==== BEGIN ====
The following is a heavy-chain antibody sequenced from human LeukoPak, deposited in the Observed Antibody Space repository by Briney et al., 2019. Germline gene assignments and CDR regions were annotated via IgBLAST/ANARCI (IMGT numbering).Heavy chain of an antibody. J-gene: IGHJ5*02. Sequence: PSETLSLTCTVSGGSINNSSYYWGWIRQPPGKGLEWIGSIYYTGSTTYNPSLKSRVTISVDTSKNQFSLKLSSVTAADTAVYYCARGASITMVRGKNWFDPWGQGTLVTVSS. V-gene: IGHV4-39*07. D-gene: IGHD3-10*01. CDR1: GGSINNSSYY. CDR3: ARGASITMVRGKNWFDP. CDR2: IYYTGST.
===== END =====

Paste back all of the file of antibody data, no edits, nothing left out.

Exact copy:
The following is a heavy-chain antibody sequenced from human LeukoPak, deposited in the Observed Antibody Space repository by Briney et al., 2019. Germline gene assignments and CDR regions were annotated via IgBLAST/ANARCI (IMGT numbering).Heavy chain of an antibody. J-gene: IGHJ5*02. Sequence: PSETLSLTCTVSGGSINNSSYYWGWIRQPPGKGLEWIGSIYYTGSTTYNPSLKSRVTISVDTSKNQFSLKLSSVTAADTAVYYCARGASITMVRGKNWFDPWGQGTLVTVSS. V-gene: IGHV4-39*07. D-gene: IGHD3-10*01. CDR1: GGSINNSSYY. CDR3: ARGASITMVRGKNWFDP. CDR2: IYYTGST.